We hope that black-sheep-relative will turn their life around.
We hope that so-and-so’s chronic pain will ease.
We hope that we will be able to pay that bill.
We hope for forgiveness.
We hope we are strong enough to forgive.
We hope for peace in the Middle East.
We hope for enough peace in our families to simply make it through a holiday meal.
We hope for revival in our hearts and God’s church.
We hope for the return of Jesus.
In the face of apparent impossibility, these hopes seem hopeless. And the more time that passes–the longer our hope is drawn out–the more impossible it seems. The more foolish we appear.
It is just as with Isaiah, peering over the edge of today into God’s tomorrow. He saw the impossibility of his countrymen being anything other than what they were–hopeless sinners. But he also realized that his hope for the future was not rooted in them; it was rooted in God.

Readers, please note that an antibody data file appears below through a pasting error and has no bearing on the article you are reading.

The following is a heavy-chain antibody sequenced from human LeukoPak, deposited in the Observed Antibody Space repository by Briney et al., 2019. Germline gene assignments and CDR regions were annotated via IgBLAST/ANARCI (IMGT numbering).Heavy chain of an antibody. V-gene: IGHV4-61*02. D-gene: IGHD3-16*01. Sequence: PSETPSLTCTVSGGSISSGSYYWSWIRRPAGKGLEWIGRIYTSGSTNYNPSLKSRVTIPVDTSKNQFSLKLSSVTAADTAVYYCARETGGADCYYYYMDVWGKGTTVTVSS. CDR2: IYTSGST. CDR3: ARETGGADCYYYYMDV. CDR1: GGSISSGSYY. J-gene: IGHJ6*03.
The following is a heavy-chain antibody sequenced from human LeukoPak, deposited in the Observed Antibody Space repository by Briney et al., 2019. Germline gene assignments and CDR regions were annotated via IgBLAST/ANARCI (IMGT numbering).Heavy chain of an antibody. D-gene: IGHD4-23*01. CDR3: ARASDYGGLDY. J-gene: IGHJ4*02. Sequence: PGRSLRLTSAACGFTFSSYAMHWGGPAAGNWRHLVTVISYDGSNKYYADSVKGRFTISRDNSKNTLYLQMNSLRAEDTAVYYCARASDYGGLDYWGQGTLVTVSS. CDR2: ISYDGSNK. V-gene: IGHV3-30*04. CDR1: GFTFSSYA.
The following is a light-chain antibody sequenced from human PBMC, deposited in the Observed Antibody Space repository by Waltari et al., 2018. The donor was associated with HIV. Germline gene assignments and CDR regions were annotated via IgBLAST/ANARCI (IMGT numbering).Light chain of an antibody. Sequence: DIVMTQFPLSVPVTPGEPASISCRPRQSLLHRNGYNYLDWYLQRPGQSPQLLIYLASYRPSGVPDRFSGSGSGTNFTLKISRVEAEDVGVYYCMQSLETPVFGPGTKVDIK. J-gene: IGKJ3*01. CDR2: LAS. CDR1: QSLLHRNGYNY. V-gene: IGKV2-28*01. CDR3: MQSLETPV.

Let it be so for us, as well.
Our hope for healing is not rooted in medical science. It is firmly planted with the Great Physician, who knit our cells together and infused life in our mortal corpse with the divine breath.
Our hope of provision is not rooted in our jobs, bank accounts, or 401k’s. It is grounded with the Creator of Heaven and Earth, the one whom Jesus describes as caring for us more than the grass of the field and the birds of the air.
Our hope for life comes not from a mere expectation of tomorrow, but on account of the Giver of Life, who draws for us Living Water, which wells up to eternal life.
We can look foolish for our hope, yes. And let’s.
But let us not actually be fools.
Let us hope in Christ, and trust in God, and rest in the Holy Spirit.
“To the King of the ages, immortal, invisible, the only God, be honor and glory forever and ever. Amen” (1Tim 1:17).